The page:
Explosion welding, cladding, or bonding, is a solid state welding process that is used for the metallurgical joining of metals. Explosion bonding utilizes the controlled detonation of explosives to accelerate one metal into another in such a manner as to cause the two to fuse together. The force of the explosion sets up an angular collision which produces an ejected plasma. The plasma jet acts to remove impurities from both metals’ surfaces in front of the collision, leaving behind clean metal for joining.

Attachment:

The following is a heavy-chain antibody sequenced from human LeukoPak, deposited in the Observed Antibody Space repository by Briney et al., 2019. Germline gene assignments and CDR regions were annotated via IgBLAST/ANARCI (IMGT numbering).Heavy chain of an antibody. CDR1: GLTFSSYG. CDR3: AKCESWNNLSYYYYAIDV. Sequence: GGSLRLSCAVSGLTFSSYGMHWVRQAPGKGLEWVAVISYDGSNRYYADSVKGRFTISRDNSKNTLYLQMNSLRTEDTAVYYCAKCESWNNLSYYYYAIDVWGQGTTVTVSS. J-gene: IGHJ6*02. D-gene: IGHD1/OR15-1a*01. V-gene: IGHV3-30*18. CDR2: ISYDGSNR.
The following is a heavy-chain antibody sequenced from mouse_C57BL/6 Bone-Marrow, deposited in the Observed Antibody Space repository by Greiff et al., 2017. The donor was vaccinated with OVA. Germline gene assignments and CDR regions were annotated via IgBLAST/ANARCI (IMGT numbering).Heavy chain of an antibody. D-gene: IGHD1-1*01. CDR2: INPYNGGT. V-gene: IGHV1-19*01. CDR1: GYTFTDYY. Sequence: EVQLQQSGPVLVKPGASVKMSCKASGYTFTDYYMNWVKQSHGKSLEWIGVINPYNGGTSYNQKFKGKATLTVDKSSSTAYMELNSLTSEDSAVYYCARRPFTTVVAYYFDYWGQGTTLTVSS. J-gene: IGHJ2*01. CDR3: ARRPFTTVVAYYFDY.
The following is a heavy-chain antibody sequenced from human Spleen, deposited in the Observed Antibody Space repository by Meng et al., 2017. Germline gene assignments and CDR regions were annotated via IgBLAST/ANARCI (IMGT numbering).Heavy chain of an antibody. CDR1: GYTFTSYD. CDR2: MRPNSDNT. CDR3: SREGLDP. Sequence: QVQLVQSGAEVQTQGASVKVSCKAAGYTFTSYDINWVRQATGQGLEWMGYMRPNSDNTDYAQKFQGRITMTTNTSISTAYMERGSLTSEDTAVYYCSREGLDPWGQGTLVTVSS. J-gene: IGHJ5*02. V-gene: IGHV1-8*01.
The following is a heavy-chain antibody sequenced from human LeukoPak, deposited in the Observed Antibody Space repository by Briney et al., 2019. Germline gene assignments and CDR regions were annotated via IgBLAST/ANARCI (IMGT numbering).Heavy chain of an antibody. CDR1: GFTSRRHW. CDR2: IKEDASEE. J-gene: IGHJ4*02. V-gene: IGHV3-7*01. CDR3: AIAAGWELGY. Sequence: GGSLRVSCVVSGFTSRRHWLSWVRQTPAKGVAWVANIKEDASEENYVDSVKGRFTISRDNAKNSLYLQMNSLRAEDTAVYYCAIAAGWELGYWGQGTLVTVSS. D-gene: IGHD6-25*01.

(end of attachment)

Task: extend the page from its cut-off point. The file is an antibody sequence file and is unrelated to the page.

The pressures along the collision front are high enough to force the solid metals to act as viscous fluids. The fluid-like behavior is responsible for creating the trademark wave pattern bond line in an explosive weld. If an excessive amount of energy is used, the waves can crest and the metals can melt together, creating possibly brittle intermetallics. Conversely, insufficient energy will not lead to a bond. Because of this, calculating the proper amount of force to use during bonding is one of the many difficulties faced during the explosive welding process.